December 17, 2013
With 425 million active users, Gmail is the largest email service in the world. So understandably, when big changes are made to the way Google serves images, marketers are going to take notice. But instead of playing the old-school game of operator where the facts get diluted as the message gets passed around, it’s important to separate the facts from the unfounded fear.
Here are the facts. Rather than serve email images from external hosts (the way they always have), Google will now check the images for viruses and malware itself and serve them directly through its own proxy servers. So instead of users being asked whether or not they want to display images in their message, images will now automatically be shown by default.
At the most basic level, this change means that certain information, such as the user’s location, type of device being used, and time of day might not be communicated back to the sender, depending on how they access Gmail. But the impact really will be minimal.
It’s been estimated that only 2% to 5% of the typical consumer email list will be affected—and all it means to these subscribers is that they’ll receive standard, non-personalized messages in their inbox. Why the small amount? Because this change only pertains to people who access Gmail on a desktop browser or the Gmail app—not those who access it via Apple’s Mail app, Outlook, or any other desktop email client. And since more Gmail users open email in iOS devices such as iPhones and iPads than through web-based Gmail itself, the impact will be pretty minimal.
What happens to emails that feature real-time content? In reality, not much. For the vast majority of recipients, the real-time, personalized messages will render exactly as planned at the first open. If recipients come back a few days later or refresh their inbox, the same relevant cached image will appear. But since 97% of people open each marketing email only once, there shouldn’t be much, if any, impact.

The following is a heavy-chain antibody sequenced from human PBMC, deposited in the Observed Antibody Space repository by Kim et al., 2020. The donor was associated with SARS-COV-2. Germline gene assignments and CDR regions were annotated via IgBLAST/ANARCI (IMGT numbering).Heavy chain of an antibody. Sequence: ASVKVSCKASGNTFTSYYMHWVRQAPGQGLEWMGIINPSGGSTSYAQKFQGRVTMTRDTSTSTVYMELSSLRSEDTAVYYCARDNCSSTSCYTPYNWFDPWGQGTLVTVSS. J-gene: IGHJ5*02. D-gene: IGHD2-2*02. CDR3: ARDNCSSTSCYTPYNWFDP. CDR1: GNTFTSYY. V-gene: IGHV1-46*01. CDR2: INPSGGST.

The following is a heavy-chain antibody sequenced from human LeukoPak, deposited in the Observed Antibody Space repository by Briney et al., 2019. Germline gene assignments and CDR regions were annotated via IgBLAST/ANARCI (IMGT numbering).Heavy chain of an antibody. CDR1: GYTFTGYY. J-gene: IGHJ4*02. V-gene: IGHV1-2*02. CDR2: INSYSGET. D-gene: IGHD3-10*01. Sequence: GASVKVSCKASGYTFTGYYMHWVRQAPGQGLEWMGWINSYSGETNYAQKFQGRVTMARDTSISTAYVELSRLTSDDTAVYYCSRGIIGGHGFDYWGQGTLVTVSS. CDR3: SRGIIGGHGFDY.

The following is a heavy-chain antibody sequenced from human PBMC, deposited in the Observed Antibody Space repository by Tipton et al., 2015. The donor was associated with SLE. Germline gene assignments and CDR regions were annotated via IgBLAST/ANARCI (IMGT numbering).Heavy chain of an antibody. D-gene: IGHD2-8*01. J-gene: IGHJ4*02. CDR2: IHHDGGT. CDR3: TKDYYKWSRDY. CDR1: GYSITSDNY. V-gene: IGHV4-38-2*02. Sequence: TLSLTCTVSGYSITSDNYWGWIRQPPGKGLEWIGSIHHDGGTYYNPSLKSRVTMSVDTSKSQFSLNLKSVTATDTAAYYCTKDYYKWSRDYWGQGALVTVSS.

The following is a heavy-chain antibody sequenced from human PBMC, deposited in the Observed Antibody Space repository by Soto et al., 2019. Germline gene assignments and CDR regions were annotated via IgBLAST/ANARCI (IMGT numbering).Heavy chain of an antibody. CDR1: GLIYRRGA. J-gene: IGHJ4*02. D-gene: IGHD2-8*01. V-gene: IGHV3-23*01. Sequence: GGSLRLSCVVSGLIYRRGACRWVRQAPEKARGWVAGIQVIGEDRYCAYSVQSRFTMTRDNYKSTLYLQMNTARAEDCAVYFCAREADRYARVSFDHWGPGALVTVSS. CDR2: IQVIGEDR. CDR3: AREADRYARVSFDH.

So what does this all mean to a marketer? It just shows that open-time personalization is more crucial than ever to make that first message relevant and engaging enough to get recipients to take action.
Ultimately, this is a big change with very minimal effect. The key is to continue having meaningful interactions with your subscribers every chance you get—the rest is all hype.
Nicole Kerr is a senior product manager at Monetate where she oversees the company's Engage email product. She was previously a product manager at Nokia Location & Commerce (formerly NAVTEQ) where she helped define, develop, launch and support Nokia/NAVTEQ's location-based mobile ad platform. She also spent time at Yellow Book USA as a New Media Product Manager.